Advice for Start-Ups

Random Observation/Comment #438: Follow your heart. Even if you give it your all and you fail, at least you’ve experienced something. It’s more valuable than 100 successes.

startup advice

I attend a lot of NYC start-up/entrepreneur events where panels speak about their experiences from working at a successful start-up. It gets a little repetitive because they’re probably reading from the same blogs, but here’s my best summary:

  1. Treat your start-up as an experiment instead of a business. The start-up is an investment and it will not make money for a long time (sometimes a very long time), so you might as well have fun with it. As an experiment, you probably shouldn’t think about the long term finances or marketability of your product.
  2. Sometimes life is about risking everything for a dream no one can see but you. This is a rally for passion and if you don’t see the value of these words, you probably shouldn’t have your start-up. If you have your vision and you work hard to get there, then no one can stop you.
  3. Change happens, so Deal with it. This applies to starting a new company and seeing one of your key selling points become a feature in your competitor’s strategy. Well – it’s not the end of the world. Just work harder to do it better.
  4. Start from your role and always work outwards. Realize how you contribute to your idea and how you’re pushing it forward and making it grow. Once you do that, look at the other points of influence:
    1. Know who people in your company are and what they do day to day. Let’s be honest, you can’t do everything yourself so you’ll need to hire people – good/smart people that share your vision and pull their weight. It’s only micromanaging if you’re telling someone how to do their job. Understanding why they’re doing their job is just courtesy.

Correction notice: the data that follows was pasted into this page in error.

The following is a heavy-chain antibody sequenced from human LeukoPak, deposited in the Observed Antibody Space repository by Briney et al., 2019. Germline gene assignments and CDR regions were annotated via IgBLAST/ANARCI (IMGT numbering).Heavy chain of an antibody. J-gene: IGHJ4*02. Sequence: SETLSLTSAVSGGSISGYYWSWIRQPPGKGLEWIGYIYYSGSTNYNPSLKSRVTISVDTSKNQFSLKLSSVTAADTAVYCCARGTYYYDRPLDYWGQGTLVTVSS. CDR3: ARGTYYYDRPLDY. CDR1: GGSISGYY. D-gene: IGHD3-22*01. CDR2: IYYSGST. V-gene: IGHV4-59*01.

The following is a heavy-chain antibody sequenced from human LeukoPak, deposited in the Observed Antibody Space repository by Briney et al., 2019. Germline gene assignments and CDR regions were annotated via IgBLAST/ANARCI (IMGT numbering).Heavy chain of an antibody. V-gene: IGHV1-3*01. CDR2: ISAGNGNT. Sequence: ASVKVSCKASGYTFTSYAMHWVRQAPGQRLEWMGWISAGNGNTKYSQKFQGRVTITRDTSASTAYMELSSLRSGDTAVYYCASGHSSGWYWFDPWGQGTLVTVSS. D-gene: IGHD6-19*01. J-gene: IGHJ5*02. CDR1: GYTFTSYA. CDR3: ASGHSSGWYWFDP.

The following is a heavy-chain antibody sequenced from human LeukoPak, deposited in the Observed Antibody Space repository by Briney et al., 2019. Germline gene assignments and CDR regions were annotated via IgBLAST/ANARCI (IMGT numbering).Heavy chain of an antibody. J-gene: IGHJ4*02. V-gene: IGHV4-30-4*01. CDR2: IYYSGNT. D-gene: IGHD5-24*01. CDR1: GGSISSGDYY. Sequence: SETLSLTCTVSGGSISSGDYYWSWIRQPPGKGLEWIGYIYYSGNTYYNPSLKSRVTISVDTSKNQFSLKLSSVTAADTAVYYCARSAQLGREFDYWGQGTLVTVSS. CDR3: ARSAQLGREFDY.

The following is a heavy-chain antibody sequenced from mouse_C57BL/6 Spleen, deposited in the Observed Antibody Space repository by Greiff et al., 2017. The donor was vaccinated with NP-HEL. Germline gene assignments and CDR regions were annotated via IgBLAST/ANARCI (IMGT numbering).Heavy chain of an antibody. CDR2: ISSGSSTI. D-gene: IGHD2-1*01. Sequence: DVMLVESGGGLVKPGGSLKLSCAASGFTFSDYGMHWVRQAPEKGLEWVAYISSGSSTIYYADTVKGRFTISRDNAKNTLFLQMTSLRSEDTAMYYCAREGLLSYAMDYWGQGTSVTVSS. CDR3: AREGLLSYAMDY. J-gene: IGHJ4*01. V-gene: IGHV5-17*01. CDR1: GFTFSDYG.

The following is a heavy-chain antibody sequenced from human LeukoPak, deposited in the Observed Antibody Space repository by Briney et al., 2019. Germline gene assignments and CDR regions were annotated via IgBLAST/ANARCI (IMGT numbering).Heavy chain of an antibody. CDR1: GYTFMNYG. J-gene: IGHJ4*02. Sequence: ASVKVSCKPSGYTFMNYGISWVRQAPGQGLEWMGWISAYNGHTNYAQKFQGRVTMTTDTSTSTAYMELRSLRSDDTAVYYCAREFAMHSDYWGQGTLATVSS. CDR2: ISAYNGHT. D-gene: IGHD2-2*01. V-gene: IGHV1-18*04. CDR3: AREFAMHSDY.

2. Know your market and all it’s nooks and crannies. Be sure you’re aware of all the big players and possible news that can change the playing field. Maybe a law can be passed that could completely shut down your operations. It’s better to know and be proactive, than just have it sneak up on you.
    3. Know your users. Not everyone can be their own user, but even if you are, know all of them. Know how people use your product/service and why they continue to. It will help your in your overall strategy. Embrace their feedback and adjust accordingly. A low feedback diet is harmful to the health of your business.
  5. Be thorough and complete with your work because your prototype usually becomes your version 1.  This happens all the time around scalability, so as with all good coding, make sure what you’re building can be separated into modules and scaled to a certain extent.  Also make sure that you’re not building to support 1 million users when you have trouble getting 1000.

This is basically Entrepreneurship 101, but people working as a project lead on any-sized project at any-sized company should have the same passionate perspective as these entrepreneurs. The leadership is usually the special sauce that inspires the team and drives a project to success.

~See Lemons Prototype

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